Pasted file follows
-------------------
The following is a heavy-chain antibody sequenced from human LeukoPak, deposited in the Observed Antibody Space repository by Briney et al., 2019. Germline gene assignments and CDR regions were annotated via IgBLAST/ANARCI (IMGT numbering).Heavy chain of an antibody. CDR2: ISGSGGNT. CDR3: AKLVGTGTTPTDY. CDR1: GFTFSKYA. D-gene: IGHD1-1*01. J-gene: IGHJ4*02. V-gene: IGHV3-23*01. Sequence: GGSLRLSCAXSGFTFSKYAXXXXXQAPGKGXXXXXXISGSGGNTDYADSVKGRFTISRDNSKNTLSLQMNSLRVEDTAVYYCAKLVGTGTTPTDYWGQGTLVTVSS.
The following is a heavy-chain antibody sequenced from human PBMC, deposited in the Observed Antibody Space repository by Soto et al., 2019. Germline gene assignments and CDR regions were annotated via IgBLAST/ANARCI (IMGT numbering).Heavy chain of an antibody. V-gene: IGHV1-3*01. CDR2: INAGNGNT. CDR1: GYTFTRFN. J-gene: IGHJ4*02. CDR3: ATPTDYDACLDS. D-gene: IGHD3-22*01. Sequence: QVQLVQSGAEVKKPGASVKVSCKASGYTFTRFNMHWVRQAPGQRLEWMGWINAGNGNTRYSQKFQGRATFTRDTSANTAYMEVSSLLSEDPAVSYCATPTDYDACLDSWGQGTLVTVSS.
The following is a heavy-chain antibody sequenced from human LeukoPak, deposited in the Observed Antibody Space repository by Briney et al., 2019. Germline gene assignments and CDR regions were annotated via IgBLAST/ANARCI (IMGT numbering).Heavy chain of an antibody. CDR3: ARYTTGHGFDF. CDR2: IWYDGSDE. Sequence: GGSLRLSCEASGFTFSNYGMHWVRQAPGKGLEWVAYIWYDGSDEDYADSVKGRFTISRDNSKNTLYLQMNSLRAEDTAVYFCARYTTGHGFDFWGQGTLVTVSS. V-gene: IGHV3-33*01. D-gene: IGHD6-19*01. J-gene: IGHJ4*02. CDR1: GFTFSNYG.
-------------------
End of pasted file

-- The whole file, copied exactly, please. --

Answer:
The following is a heavy-chain antibody sequenced from human LeukoPak, deposited in the Observed Antibody Space repository by Briney et al., 2019. Germline gene assignments and CDR regions were annotated via IgBLAST/ANARCI (IMGT numbering).Heavy chain of an antibody. CDR2: ISGSGGNT. CDR3: AKLVGTGTTPTDY. CDR1: GFTFSKYA. D-gene: IGHD1-1*01. J-gene: IGHJ4*02. V-gene: IGHV3-23*01. Sequence: GGSLRLSCAXSGFTFSKYAXXXXXQAPGKGXXXXXXISGSGGNTDYADSVKGRFTISRDNSKNTLSLQMNSLRVEDTAVYYCAKLVGTGTTPTDYWGQGTLVTVSS.
The following is a heavy-chain antibody sequenced from human PBMC, deposited in the Observed Antibody Space repository by Soto et al., 2019. Germline gene assignments and CDR regions were annotated via IgBLAST/ANARCI (IMGT numbering).Heavy chain of an antibody. V-gene: IGHV1-3*01. CDR2: INAGNGNT. CDR1: GYTFTRFN. J-gene: IGHJ4*02. CDR3: ATPTDYDACLDS. D-gene: IGHD3-22*01. Sequence: QVQLVQSGAEVKKPGASVKVSCKASGYTFTRFNMHWVRQAPGQRLEWMGWINAGNGNTRYSQKFQGRATFTRDTSANTAYMEVSSLLSEDPAVSYCATPTDYDACLDSWGQGTLVTVSS.
The following is a heavy-chain antibody sequenced from human LeukoPak, deposited in the Observed Antibody Space repository by Briney et al., 2019. Germline gene assignments and CDR regions were annotated via IgBLAST/ANARCI (IMGT numbering).Heavy chain of an antibody. CDR3: ARYTTGHGFDF. CDR2: IWYDGSDE. Sequence: GGSLRLSCEASGFTFSNYGMHWVRQAPGKGLEWVAYIWYDGSDEDYADSVKGRFTISRDNSKNTLYLQMNSLRAEDTAVYFCARYTTGHGFDFWGQGTLVTVSS. V-gene: IGHV3-33*01. D-gene: IGHD6-19*01. J-gene: IGHJ4*02. CDR1: GFTFSNYG.